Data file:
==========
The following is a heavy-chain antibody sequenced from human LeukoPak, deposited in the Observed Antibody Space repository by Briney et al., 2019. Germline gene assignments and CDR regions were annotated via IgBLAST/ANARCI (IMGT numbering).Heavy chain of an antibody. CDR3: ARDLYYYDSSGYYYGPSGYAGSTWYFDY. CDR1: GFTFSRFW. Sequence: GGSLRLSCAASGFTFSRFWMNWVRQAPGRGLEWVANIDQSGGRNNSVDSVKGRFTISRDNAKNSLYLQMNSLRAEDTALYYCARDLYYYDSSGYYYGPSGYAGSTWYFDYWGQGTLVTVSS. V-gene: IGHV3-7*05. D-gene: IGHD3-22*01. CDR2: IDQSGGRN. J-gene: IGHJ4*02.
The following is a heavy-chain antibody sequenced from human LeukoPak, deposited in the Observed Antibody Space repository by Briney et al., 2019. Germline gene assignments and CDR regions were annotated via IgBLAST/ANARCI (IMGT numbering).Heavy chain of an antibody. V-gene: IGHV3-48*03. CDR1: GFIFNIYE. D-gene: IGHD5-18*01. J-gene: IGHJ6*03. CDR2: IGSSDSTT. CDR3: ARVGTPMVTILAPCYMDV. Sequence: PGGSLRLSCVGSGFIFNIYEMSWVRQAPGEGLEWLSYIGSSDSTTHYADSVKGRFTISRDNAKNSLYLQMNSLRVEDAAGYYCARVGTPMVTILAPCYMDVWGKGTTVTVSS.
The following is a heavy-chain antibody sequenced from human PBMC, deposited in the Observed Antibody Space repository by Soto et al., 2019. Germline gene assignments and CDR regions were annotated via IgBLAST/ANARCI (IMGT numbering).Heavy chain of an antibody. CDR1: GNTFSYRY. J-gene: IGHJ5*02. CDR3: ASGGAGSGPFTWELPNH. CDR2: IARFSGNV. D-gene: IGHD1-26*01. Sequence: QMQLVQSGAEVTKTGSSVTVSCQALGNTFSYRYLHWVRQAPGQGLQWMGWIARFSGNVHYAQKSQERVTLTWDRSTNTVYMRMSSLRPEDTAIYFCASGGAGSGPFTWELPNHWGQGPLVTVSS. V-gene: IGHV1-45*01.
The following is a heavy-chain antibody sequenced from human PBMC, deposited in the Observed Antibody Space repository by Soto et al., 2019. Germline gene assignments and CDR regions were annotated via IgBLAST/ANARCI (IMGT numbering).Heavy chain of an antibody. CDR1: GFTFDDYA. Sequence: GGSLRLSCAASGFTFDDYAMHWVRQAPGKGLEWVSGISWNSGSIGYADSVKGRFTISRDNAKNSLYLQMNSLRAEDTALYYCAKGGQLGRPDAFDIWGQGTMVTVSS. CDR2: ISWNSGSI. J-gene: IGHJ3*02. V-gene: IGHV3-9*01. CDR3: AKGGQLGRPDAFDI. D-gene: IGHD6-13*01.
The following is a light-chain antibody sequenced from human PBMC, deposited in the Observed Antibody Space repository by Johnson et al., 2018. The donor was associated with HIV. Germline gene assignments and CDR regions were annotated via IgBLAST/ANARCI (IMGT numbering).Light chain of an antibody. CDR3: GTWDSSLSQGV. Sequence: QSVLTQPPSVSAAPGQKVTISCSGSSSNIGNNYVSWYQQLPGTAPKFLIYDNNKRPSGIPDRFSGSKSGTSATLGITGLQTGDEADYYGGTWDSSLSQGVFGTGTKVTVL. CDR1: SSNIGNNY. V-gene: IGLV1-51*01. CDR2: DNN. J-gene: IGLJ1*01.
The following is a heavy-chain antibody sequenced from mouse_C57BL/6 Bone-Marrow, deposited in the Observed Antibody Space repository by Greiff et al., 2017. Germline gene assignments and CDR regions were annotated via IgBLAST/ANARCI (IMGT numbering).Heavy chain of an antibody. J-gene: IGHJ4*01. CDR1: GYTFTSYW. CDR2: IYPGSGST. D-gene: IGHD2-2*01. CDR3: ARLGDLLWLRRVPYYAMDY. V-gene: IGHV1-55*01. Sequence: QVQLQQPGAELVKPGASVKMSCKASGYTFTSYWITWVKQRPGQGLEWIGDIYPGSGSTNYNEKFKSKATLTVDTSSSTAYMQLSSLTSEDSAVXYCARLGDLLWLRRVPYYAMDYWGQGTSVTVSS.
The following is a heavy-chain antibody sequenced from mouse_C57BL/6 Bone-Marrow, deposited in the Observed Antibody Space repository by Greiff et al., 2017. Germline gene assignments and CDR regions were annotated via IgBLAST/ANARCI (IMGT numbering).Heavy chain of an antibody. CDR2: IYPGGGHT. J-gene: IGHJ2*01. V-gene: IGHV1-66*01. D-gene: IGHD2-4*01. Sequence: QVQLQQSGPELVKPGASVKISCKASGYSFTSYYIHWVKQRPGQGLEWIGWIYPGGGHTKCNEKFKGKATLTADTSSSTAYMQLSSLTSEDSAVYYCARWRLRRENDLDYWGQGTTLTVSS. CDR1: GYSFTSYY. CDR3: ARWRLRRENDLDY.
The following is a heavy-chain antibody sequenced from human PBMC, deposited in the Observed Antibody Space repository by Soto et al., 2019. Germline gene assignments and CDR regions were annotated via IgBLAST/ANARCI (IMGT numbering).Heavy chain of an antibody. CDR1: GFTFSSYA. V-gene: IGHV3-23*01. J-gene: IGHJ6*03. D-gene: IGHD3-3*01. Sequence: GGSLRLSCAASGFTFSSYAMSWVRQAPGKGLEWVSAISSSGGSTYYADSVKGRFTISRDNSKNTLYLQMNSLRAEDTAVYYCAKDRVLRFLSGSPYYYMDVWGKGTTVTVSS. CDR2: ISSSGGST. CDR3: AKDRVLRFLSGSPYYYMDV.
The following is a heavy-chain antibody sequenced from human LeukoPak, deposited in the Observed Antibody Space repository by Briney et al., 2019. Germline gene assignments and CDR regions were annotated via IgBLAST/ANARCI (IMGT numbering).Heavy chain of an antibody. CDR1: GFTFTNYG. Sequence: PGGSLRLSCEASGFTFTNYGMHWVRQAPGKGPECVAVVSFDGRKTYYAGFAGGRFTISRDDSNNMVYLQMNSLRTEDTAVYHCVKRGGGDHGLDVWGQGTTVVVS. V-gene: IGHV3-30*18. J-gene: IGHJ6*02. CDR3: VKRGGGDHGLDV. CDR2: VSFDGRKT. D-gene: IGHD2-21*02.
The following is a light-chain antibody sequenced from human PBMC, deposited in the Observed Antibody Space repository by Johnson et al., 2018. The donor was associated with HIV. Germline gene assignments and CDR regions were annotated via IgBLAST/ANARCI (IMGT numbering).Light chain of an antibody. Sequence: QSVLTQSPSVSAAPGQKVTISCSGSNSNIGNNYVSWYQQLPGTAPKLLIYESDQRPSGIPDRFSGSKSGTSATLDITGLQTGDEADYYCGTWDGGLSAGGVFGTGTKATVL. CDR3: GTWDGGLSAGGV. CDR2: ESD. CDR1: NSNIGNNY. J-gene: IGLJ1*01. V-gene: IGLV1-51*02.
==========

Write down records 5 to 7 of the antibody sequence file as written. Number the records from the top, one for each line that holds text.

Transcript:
The following is a light-chain antibody sequenced from human PBMC, deposited in the Observed Antibody Space repository by Johnson et al., 2018. The donor was associated with HIV. Germline gene assignments and CDR regions were annotated via IgBLAST/ANARCI (IMGT numbering).Light chain of an antibody. CDR3: GTWDSSLSQGV. Sequence: QSVLTQPPSVSAAPGQKVTISCSGSSSNIGNNYVSWYQQLPGTAPKFLIYDNNKRPSGIPDRFSGSKSGTSATLGITGLQTGDEADYYGGTWDSSLSQGVFGTGTKVTVL. CDR1: SSNIGNNY. V-gene: IGLV1-51*01. CDR2: DNN. J-gene: IGLJ1*01.
The following is a heavy-chain antibody sequenced from mouse_C57BL/6 Bone-Marrow, deposited in the Observed Antibody Space repository by Greiff et al., 2017. Germline gene assignments and CDR regions were annotated via IgBLAST/ANARCI (IMGT numbering).Heavy chain of an antibody. J-gene: IGHJ4*01. CDR1: GYTFTSYW. CDR2: IYPGSGST. D-gene: IGHD2-2*01. CDR3: ARLGDLLWLRRVPYYAMDY. V-gene: IGHV1-55*01. Sequence: QVQLQQPGAELVKPGASVKMSCKASGYTFTSYWITWVKQRPGQGLEWIGDIYPGSGSTNYNEKFKSKATLTVDTSSSTAYMQLSSLTSEDSAVXYCARLGDLLWLRRVPYYAMDYWGQGTSVTVSS.
The following is a heavy-chain antibody sequenced from mouse_C57BL/6 Bone-Marrow, deposited in the Observed Antibody Space repository by Greiff et al., 2017. Germline gene assignments and CDR regions were annotated via IgBLAST/ANARCI (IMGT numbering).Heavy chain of an antibody. CDR2: IYPGGGHT. J-gene: IGHJ2*01. V-gene: IGHV1-66*01. D-gene: IGHD2-4*01. Sequence: QVQLQQSGPELVKPGASVKISCKASGYSFTSYYIHWVKQRPGQGLEWIGWIYPGGGHTKCNEKFKGKATLTADTSSSTAYMQLSSLTSEDSAVYYCARWRLRRENDLDYWGQGTTLTVSS. CDR1: GYSFTSYY. CDR3: ARWRLRRENDLDY.